From Medical Xpress:

In new research published in the prestigious journal Proceedings of the National Academy of Sciences (PNAS), a team of scientists from the Hebrew University Hadassah Medical School, in the Faculty of Medicine, unraveled a longstanding mystery of a fundamental property of the brain.

It has long been known that the brain uses topographic organization, meaning that parts of the brain that make similar types of computations are situated close to each other (also known as brain maps or spatial computation). However, in the case of pathology, these topographies may undergo re-organization. The researchers now show that it is the continuity of these brain maps which is disturbed. Moreover, this continuity can be quantified, allowing them to be used as a biomarker for detecting neuropsychiatric disease.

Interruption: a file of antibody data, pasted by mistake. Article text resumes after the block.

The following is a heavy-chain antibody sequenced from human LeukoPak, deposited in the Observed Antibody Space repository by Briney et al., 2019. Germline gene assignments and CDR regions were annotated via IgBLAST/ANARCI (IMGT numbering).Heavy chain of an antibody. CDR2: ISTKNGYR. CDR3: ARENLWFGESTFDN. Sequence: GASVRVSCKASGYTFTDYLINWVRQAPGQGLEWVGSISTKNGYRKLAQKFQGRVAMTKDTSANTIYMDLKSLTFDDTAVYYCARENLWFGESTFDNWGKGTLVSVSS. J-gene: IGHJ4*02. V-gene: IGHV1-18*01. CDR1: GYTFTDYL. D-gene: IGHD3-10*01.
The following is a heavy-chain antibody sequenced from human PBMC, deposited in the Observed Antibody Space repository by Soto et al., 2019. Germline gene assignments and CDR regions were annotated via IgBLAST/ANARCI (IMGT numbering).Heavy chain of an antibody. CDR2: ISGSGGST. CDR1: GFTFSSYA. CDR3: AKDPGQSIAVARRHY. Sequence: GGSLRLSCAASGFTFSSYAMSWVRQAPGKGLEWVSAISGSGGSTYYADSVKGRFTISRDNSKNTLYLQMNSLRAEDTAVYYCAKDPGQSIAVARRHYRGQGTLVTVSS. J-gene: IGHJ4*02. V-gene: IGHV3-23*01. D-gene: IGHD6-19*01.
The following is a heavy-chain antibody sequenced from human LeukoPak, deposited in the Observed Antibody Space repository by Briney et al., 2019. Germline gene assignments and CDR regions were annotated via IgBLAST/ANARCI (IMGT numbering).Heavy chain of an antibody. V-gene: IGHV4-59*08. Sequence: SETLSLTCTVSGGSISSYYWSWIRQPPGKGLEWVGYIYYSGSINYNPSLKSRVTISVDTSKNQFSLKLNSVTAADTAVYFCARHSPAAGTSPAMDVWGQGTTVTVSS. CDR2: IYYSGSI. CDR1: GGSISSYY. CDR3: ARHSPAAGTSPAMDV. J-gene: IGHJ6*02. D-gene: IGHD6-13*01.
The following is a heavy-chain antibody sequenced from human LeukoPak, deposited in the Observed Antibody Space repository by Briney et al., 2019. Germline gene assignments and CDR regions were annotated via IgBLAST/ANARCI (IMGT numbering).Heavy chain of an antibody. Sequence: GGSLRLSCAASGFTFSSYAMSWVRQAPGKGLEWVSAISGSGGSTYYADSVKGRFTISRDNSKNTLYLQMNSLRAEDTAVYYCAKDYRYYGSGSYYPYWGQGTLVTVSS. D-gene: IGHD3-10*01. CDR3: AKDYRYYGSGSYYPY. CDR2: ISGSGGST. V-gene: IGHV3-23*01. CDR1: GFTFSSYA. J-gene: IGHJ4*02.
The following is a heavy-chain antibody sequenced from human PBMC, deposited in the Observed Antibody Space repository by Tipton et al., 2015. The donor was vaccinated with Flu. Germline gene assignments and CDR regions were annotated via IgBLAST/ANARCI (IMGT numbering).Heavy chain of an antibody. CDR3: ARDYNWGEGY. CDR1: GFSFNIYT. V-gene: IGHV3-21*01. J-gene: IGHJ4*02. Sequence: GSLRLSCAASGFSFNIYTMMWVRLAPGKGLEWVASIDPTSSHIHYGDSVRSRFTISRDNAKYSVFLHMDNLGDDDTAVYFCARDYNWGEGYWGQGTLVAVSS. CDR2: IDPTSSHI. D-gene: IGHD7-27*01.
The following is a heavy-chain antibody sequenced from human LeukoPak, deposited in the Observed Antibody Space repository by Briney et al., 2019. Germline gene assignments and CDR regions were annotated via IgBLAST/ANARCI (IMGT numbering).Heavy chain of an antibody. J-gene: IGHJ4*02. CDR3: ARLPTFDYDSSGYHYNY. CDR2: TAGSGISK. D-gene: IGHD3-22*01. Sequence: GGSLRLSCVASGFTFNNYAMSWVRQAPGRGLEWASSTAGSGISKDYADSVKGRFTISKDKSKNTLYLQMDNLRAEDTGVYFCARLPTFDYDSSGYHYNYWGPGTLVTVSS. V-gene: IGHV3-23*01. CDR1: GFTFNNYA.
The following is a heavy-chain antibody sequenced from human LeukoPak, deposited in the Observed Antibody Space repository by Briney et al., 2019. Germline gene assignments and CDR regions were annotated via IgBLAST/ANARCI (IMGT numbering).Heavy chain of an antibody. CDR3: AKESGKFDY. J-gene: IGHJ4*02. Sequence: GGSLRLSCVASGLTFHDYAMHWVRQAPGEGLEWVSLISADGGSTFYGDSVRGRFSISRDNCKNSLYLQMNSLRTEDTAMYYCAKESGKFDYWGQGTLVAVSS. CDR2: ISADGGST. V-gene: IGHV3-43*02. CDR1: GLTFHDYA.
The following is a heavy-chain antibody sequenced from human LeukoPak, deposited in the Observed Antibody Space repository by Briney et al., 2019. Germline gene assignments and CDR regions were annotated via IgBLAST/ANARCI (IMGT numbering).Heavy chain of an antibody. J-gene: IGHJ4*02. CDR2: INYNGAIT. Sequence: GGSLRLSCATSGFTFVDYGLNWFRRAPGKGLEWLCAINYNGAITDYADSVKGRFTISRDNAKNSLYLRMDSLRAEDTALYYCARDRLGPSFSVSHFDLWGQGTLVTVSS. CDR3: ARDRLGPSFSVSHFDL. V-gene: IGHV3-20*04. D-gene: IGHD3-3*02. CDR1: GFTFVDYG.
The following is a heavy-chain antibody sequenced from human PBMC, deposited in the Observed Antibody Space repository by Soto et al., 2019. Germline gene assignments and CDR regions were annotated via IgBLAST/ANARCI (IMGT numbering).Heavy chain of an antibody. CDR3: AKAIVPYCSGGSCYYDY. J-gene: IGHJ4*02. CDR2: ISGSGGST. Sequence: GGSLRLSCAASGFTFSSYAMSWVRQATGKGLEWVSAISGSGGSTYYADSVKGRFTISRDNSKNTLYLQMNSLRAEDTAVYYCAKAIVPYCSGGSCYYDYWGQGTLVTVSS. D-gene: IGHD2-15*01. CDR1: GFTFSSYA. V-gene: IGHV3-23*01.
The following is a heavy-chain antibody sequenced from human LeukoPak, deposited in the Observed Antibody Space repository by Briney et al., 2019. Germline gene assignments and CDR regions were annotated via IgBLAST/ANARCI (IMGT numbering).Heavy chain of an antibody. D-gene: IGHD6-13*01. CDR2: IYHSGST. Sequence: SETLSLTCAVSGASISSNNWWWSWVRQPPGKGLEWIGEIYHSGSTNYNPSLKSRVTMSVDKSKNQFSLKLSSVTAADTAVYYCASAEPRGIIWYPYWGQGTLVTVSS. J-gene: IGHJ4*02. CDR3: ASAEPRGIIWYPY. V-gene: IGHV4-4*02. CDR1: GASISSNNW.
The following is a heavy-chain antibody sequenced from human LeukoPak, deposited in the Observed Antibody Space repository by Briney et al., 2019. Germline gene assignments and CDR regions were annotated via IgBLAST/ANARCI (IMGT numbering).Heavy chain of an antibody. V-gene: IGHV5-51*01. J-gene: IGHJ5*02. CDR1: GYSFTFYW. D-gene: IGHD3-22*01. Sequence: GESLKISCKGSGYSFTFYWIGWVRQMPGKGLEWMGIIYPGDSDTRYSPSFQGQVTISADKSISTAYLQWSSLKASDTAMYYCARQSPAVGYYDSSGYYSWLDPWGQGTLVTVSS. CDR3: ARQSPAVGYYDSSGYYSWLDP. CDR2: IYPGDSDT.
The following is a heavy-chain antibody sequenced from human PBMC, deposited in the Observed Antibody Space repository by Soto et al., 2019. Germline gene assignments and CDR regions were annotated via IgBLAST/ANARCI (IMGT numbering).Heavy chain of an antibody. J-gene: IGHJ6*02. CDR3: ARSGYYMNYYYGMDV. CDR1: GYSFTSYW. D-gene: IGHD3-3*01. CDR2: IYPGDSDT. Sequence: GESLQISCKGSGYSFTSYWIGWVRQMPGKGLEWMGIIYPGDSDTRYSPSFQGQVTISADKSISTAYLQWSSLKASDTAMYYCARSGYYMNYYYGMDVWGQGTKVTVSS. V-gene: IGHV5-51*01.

In order to understand this relationship, researchers from Hebrew University’s Computational Neuropsychiatry Laboratory and the Edmond and Lily Safra Center for Brain Sciences (ELSC), as well as a neurosurgeon from Hadassah Medical Center, investigated the role of topographic organizational continuity.

Using functional MRI, they studied two types of unique patient populations: patients with injury to one side of the spinal cord, which enabled comparison of disturbed and non-disturbed body sides, and patients undergoing surgical repair.

This approach enabled direct comparison in human patients with respect to their own self or before and after surgical intervention. Instead of inducing lesions in animals, the team could repair the human patients and check them before and after. Importantly, unlike animals, patients could report their subjective experience,…

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